Car sharing: best cars and the best car sharing apps

Earn cash or share with family by renting your car when it's not being used: the cars that make sharing easy and the best car sharing apps

John Evans
Jun 30, 2018

Peter Kay’s Car Share TV sitcom shows how the offer to share a lift to and from work can lead to more than just sharing costs. However, if that’s all you want to do, sharing your car with others, or using a shared car, could be a wise financial move.

Just sitting on your driveway or on a street your car is costing you but what if you could use it to make you money instead by sharing it with other people? At the very least you might want to make it available to others, such as friends and family, from time to time.

And if you don't have a car, how about if you could just borrow one for as little or as long as you need it and save yourself the expense of running one 24/7? On that point, Carplus a body that represents car clubs, reckons a person currently driving fewer than 6000 miles a year, could save £3,500 paying to borrow or ‘share’ a car through a car club.

 

How does car sharing work?

Car sharing takes many forms. It includes informal arrangements between family members on a common insurance policy (that is, between the principal and a named driver) or even with strangers via a Facebook group such as Car Share UK where you tell other members you need to get from A to B in the hope someone with a car is making the same journey.

There are company car sharing schemes but you might consider simply lending your car on a commercial basis through a company such as Hiyacar that enables you to loan your car to members, for a fee. At the other extreme are plans by Tesla, for example, to establish a network of autonomous Teslas that can be shared and Volkswagen’s MOIA ride-sharing electric shuttle project slated to go live in 2025.

Schemes can be based around privately owned cars or on a commercial basis where the car is owned and made available by a company. An example of this is Zipcar whose branded VW Golfs are a common sight around London. It and other formalised car sharing schemes are also known as car clubs.

 

What’s the difference between car sharing and renting?

Generally speaking, in a formal car share arrangement such as Zipcar, you’ll need to be a member of a car club which enables you to be pre-approved for any number of drives (there have been identity checks, your licence details have been logged and there is an automatic payment arrangement in place). The service is not limited by office hours and, at least in a major city such as London, there’ll be a car less than 10 minutes’ walk away from you or close to public transport. Loans as short as 10 minutes will be possible and you’ll be able to lock and unlock the car using a phone app. The key will be in the glovebox or there will be an app-based means of accessing and starting the car.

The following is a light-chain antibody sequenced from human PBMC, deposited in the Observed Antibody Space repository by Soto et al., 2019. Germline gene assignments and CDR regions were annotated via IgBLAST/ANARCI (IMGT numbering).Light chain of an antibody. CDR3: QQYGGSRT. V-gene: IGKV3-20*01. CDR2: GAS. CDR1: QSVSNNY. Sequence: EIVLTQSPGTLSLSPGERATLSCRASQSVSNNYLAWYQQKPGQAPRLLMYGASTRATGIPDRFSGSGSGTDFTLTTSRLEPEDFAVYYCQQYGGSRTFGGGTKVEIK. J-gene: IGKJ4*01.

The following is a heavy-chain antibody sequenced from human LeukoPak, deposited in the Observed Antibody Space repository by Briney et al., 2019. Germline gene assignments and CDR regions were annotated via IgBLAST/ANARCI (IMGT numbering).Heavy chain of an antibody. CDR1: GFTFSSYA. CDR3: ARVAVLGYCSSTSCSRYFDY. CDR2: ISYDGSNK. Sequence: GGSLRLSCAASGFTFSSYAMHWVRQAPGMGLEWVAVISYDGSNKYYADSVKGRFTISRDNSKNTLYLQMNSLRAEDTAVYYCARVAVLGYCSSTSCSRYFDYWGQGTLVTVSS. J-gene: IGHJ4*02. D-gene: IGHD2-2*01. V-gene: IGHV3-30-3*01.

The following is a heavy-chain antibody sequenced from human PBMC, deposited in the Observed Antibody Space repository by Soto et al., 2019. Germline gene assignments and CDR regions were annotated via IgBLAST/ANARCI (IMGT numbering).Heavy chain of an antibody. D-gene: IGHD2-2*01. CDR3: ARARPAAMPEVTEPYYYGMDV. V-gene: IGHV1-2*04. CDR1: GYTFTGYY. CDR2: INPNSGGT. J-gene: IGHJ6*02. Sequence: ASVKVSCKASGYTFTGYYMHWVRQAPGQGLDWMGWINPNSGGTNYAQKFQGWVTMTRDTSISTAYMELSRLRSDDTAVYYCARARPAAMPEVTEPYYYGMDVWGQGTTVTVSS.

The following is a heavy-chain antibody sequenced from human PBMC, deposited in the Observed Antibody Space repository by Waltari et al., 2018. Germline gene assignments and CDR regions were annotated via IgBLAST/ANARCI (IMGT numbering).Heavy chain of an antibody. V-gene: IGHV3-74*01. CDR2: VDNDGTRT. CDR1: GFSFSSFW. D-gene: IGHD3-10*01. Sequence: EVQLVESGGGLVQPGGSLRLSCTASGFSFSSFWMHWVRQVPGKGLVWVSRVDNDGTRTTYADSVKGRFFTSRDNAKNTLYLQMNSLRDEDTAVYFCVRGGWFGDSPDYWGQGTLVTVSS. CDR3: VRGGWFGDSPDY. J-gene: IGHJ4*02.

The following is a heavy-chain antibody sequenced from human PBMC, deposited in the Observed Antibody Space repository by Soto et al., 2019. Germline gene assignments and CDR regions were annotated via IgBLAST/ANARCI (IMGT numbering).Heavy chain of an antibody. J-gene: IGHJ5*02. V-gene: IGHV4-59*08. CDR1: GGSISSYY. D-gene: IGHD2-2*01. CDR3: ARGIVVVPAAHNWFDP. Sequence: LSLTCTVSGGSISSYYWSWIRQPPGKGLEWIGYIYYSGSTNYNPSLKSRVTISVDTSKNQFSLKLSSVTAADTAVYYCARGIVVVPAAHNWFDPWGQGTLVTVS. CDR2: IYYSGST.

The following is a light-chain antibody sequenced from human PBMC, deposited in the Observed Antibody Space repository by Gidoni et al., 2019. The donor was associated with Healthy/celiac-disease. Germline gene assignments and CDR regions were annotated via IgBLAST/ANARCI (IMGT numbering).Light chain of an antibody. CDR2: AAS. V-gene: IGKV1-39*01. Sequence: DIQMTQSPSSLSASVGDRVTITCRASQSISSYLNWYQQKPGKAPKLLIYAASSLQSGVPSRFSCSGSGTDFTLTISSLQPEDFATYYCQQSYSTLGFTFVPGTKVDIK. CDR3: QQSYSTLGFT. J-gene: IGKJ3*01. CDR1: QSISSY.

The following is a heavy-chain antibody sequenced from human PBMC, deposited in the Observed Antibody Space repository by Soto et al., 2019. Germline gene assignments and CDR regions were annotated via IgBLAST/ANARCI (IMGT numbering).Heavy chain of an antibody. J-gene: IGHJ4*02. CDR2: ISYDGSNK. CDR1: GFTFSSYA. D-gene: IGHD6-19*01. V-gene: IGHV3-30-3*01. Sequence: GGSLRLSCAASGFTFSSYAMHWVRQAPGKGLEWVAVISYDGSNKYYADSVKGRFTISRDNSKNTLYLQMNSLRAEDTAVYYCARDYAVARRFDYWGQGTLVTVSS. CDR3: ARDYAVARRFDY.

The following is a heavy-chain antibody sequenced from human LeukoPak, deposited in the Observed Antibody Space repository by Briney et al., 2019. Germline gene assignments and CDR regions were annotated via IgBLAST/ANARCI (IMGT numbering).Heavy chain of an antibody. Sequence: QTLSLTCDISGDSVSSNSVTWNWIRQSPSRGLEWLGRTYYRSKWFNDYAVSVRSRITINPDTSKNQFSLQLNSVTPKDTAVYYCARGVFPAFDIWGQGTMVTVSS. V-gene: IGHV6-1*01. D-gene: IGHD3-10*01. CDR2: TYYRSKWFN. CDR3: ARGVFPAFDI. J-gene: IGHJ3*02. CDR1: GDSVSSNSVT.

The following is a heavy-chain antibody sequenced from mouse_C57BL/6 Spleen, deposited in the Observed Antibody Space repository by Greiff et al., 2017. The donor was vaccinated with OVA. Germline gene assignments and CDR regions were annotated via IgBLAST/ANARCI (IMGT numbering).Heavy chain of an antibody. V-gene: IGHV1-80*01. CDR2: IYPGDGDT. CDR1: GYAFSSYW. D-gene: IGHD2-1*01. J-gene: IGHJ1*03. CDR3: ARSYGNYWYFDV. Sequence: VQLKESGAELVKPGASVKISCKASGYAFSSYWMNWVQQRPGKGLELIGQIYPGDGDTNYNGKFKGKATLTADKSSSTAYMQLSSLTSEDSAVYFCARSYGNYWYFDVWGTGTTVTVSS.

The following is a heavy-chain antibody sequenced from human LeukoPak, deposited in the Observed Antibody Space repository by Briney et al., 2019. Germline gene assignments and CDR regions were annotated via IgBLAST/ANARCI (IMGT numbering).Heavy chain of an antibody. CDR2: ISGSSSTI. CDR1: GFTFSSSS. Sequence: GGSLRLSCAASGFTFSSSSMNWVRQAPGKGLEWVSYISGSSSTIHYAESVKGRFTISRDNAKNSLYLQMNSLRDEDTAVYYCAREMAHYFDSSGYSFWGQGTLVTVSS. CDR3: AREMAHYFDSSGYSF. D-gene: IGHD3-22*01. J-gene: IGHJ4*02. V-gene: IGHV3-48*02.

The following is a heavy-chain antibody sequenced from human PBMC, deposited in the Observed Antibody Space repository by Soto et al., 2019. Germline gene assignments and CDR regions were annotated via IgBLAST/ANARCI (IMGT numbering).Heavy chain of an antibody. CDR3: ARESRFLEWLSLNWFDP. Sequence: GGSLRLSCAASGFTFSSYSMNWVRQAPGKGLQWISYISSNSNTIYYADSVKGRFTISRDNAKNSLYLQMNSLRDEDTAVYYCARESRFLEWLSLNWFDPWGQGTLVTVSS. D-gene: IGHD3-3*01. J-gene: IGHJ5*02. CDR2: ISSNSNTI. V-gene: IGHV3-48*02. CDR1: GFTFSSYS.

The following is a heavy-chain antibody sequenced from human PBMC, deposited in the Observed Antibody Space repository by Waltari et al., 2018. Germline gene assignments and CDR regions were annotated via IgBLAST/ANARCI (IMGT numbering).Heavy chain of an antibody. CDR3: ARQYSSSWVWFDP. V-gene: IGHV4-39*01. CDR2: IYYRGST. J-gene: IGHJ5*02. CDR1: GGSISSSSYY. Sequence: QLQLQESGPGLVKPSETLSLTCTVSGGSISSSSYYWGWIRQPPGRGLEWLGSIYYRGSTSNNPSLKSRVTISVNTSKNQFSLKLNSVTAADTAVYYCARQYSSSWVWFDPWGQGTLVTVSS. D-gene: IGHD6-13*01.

Zipcar’s new Flex sheme is good because it allows you to choose between booking a round-trip loan from dedicated on-street Car Club Only bays in London to which you return the car, or one-way loans where you drop the car off at one of the thousands of approved parking bays within the city’s designated Zipzone.

A car rental arrangement is not this flexible and convenient, although some major renters are beginning to offer car club-style rentals. One of them is called Enterprise Car Club. Vehicles are parked in designated bays in major city centres across the UK and a car can be reserved via an app at the last moment. Unlike some car clubs there’s a whole range of vehicle types to choose from but the vehicle must be returned to the bay it was taken from to ensure there’s a parking space for it. An hour’s ‘rental’ costs from £3.70 in Guildford, including fuel, breakdown cover and 24/7 support.

 

What about insurance?

If you share through an organised car club, insurance will be included in the booking price you pay. However, the rise of more informal car sharing has led some insurers to offer tailored insurance to suit.

For example, last year, Admiral Insurance launched a car-share insurance policy it calls Veygo and which is for drivers without a car. This includes learner drivers as well as qualified drivers who simply don't own one. It’ll cover a car borrowed from a family member, a work colleague or a friend. To take out cover, you’ll need their driving details and licence number, as well as your own. Cover ranges from one hour to 30 days and can be taken out precisely when you need it, or up to 60 days in advance of the car loan.